In the University of Virginia announcement of Genoways' departure, he says, "I will miss working with so many talented writers and photographers, but I felt the time was right.... I have several projects, both books and articles, that I have long set aside to focus on the magazine. I'm excited to be able to concentrate on that writing now — and I feel comfortable leaving, knowing that VQR is in good hands with the new staff. I look back on my nine years as editor with pride, but I also hope that the new staff will not feel in any way encumbered by that legacy. VQR is theirs to steward and reimagine now, and I hope they will be able to build on and exceed past successes."

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— Carolyn Kellogg

Photo: The Virginia Quarterly Review. Credit: boboroshi via Flickr

Los Angeles Magazine nominated for two National Magazine Awards

Mitricerichardson_missing
The American Society of Magazine Editors on Tuesday announced finalists for the Ellies, its annual awards for excellence. Los Angeles Magazine is a finalist in two categories, one of 26 multiple nominees.

Mike Kessler's September story, "What Happened to Mitrice Richardson?" is a finalist in the reporting category. Richardson, pictured above, was missing for more than a year after disappearing in Malibu. Kessler's story begins, "A recent college graduate, she was jailed briefly for trying to skip out on her dinner tab in Malibu, then freed in the middle of the night in a neighborhood far from home. She had no car, no ride, no phone, and no money. When she disappeared, it raised a flurry of questions about how the sheriff’s department handled her case. The discovery of her body a year later only raised more."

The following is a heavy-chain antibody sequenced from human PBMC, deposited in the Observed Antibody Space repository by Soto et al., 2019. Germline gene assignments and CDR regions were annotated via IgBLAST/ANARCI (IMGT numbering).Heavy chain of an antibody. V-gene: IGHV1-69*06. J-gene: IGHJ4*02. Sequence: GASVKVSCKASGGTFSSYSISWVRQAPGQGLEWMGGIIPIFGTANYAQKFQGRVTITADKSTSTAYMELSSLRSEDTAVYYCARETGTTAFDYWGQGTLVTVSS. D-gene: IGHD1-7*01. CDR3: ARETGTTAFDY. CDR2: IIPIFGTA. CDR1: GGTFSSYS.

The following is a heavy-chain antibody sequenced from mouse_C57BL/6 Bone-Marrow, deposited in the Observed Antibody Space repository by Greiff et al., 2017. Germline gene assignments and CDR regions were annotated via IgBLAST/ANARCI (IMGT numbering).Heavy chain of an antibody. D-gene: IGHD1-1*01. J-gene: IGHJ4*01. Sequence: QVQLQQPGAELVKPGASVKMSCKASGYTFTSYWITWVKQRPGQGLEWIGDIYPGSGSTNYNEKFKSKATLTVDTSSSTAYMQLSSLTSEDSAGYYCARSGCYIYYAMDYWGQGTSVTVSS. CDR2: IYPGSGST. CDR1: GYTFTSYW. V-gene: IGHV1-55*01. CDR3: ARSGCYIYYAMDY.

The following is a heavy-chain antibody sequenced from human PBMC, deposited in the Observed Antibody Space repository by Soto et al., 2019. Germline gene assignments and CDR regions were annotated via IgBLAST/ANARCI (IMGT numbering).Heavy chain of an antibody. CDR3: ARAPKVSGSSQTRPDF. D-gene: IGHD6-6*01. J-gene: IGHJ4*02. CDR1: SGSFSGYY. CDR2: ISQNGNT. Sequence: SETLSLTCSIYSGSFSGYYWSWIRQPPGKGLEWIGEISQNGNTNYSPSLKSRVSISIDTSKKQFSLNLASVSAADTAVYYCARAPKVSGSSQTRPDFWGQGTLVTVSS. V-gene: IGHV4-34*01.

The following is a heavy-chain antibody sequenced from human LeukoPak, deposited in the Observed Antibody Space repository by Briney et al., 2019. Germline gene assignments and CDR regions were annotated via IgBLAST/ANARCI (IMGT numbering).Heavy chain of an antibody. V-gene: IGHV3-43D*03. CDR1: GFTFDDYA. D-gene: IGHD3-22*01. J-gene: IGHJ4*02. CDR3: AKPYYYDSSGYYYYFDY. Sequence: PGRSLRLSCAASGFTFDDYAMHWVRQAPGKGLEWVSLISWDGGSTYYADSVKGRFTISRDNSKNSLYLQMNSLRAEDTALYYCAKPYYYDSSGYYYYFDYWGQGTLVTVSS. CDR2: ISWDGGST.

The New Yorker has two nominees in the category: "Getting Bin Laden" by Nicholas Schmidle and Lawrence Wright's "The Apostate," about film director Mike Figgis' involvement with, and departure from, Scientology. The other reporting nominees are "Our Man in Kandahar" by Matthieu Aikens in the Atlantic and "Echoes From a Distant Battlefield" by Mark Bowden in Vanity Fair.

The other Los Angeles Magazine finalist is novelist Steve Erickson, who serves as the publication's film critic. Erickson's recent criticism includes his own alternate Oscars and a year-end summary that focuses on films by Lars von Trier, Jeff Nichols and Terrence Malick. In the columns/commentary category, Erickson's competition is the Atlantic's James Parker, Time's Joel Stein, Bill Heavey in Field & Stream and Christopher Hitchens in Vanity Fair.

Another novelist, Jonathan Franzen, earned a nomination for the story "Ambition" published in McSweeney's. That's in the fiction category, where McSweeney's earned another nomination as well, for "The Northeast Kingdom" by Nathaniel Rich. Other nominees are Karen Russell for "The Hox River Window" in Zoetrope, Maggie Shipstead for "La Moretta" in the Virginia Quarterly Review and "Scars" by Sarah Turcotte in the Atlantic.

A complete list of the National Magazine Award nominees is online. The Ellies will be awarded at a ceremony in New York on May 3.

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-- Carolyn Kellogg

Photo: Photos of Mitrice Richardson are displayed during the search for the missing woman. Credit: Francine Orr / Los Angeles Times